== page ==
Marketplace Madness is Coming Because History WILL Repeat Itself

Over on LinkedIn, Jon The Revelator asked what 2005 could tell us about Procurement AI in 2024, reminding us that major ERP companies have tried multiple times to move “down market”, there’s (still) no dominant player in the pure “Procurement” sector (with a number of big firms showing up in a slice-of-the-pie analysis (and most analyst market maps), and many names that were around in 2004 are names most of today’s practitioners have never heard of.

And, as part of the conversation (check the comments), Jon asked if history will repeat itself. (i.e. Will many of today’s players disappear? Jon listed a dozen names that are no longer in existence.)

the doctor‘ answer, MOST DEFINITELY!

To be more precise, the doctor is predicting twice the percentage of (fire-sale) acquisitions and out-of-business/shut-downs over the next eighteen (18) months compared to usual. What does this mean numbers wise? He usually removes a few dozen vendors from his database every year (which is about 5% of the number of vendors in the Source-to-Pay+ [S2P+] space, as captured in the Sourcing Innovation Mega-Map), and expects that within eighteen (18) months, he will need to remove a few few dozen vendors from his database, which translates into 10% or more, or a number of vendors that is closer to 100 than 50! That’s significant.

Why? A number of reasons, which include, but are not limited to:

1) A lot of the smaller 1 or 2 module pure-play VC funded companies that took (too much) money before the Silicon Valley Bank failure and are not yet profitable are now in a bad situation given that VC funding is still recessed, PE is now looking for close to 300K/FTE for a “good” investment, and these smaller companies are not there as enterprise Procurement software acquisition for the last two years has been recessed (due to overall market fears of recession), and, in addition to sales being down, buyers have been risk averse and newer / smaller players have, in general, being doing worse than they were doing during COVID (when companies were desperate for solutions that were pure SaaS) and just pre-COVID (when companies were more willing to try smaller plays in what they thought was a globally stable economic environment).

2a) A number of smaller plays were started by consultants with no funding, no real sales team, and no marketing support and they just can’t get traction through the noise (or funding).

2b) A lot of smaller plays were started by Procurement practitioners with little or no funding, the same sales and marketing problems, and a bigger disadvantage because they only know their problems, and maybe the problems of a small peer group they meet with in their local organization’s monthly meet-up, and they don’t know the problems in general, what sells, and what doesn’t. This makes funding for them hard (as smart investors know that Procurement experience alone only goes so far), and sales and marketing harder (they were buyers, not sellers; and they don’t understand that the message they needed to hear is not one that will cut through the noise and reach buyers who aren’t as experienced and enlightened as they are).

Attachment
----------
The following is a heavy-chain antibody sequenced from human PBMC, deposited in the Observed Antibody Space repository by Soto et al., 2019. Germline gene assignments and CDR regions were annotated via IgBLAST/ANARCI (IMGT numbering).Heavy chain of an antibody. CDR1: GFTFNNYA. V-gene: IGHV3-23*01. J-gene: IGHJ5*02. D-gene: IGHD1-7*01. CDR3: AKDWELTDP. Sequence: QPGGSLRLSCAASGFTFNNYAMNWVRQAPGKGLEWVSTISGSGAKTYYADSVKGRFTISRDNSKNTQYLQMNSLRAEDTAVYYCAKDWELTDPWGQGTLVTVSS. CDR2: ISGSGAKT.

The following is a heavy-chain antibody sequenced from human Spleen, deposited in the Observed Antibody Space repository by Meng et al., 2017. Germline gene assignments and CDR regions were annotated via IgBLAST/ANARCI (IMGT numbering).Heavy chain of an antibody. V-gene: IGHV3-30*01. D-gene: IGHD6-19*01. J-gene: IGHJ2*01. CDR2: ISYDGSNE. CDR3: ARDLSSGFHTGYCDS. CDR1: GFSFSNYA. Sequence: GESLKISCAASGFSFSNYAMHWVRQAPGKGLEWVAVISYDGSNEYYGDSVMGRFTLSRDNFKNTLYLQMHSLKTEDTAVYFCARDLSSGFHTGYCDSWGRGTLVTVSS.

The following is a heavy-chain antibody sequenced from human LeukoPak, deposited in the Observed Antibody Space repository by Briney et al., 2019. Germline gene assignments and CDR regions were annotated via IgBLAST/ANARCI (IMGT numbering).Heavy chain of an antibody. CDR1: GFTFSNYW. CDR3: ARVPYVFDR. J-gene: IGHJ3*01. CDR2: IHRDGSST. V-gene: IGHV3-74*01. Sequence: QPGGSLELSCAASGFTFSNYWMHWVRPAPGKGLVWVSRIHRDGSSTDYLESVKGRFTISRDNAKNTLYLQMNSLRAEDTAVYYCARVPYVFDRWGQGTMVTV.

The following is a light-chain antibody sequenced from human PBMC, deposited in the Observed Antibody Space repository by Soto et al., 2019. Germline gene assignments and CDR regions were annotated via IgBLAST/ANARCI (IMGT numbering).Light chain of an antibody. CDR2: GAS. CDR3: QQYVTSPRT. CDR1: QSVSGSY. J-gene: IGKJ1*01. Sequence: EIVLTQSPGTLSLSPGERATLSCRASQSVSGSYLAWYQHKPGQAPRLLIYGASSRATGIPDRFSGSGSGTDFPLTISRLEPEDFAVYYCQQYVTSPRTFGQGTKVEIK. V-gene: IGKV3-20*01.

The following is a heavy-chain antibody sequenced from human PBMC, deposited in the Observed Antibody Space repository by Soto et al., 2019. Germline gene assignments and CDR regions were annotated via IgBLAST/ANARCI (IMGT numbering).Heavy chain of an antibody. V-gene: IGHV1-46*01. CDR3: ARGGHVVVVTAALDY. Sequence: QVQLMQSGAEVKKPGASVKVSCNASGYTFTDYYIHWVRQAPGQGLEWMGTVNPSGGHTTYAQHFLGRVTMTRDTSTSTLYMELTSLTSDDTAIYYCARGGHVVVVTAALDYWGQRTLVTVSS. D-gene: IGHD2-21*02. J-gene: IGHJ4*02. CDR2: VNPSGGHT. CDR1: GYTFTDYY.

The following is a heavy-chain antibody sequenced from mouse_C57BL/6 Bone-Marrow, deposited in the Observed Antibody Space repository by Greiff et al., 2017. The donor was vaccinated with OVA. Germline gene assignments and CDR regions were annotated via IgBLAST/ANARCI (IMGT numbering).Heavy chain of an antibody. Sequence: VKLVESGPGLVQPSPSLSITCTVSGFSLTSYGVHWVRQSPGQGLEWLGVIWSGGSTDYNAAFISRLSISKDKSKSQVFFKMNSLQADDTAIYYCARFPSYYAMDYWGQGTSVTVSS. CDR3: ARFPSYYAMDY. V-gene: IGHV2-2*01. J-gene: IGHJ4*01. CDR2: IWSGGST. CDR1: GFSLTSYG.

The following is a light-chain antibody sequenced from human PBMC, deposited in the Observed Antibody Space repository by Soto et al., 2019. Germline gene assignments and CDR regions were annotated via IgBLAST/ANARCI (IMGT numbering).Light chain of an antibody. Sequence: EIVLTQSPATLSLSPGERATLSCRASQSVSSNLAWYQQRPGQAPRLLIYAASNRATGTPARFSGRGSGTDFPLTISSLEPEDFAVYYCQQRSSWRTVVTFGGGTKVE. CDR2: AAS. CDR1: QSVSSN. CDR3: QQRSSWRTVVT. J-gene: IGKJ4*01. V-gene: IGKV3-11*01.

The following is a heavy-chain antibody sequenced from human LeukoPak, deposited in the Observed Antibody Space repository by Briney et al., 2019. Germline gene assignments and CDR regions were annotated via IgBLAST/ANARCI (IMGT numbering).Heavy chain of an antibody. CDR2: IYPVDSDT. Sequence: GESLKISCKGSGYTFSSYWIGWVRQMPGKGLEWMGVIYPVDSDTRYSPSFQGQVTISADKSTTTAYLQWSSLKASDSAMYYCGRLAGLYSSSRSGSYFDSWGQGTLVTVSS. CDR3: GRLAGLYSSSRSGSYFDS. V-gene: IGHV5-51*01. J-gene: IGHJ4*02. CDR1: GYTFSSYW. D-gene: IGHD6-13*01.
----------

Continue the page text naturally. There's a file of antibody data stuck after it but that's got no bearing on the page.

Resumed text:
And when you start to break down Source-to-Pay+, you find that …

3) There are way too many “tech without a cause AI plays” … with no real, demonstrateable value, and, in reality, no future. (Especially since anyone from the Golden Era remembers that all the rebel without a cause managed to do was get his friend killed.)

4) A lot of the carbon “calculators” offer no new functionality (and thus no new value). Most good DIY (do-it-yourself) spend analytics application providers can help you build one in 15 minutes (no joke! — give Spendata a call, for example). Furthermore, you need good data for them to work, so if you don’t have integrations to good data and systems with better data, what’s the point?

5) Moving on to classic sourcing, every developer and their dog can whip up eRFX functionality in a matter of weeks and there is no differentiation there anymore if you’re just another eRFX. So you have a slightly different take on a UX. Well, guess what, that don’t impress me much … and the doctor ain’t alone in that viewpoint.

6) Moving onto classic CLM, if the platform doesn’t support deep analytics, negotiation support, or something that makes it more than an e-filing cabinet, it’s going, going … gone. Way too many over-glorified document management solutions out there to survive, especially at a price point beyond a few hundred per named user per year (given how many freeware/shareware/end-consumer document platforms exist in the open-source repositories).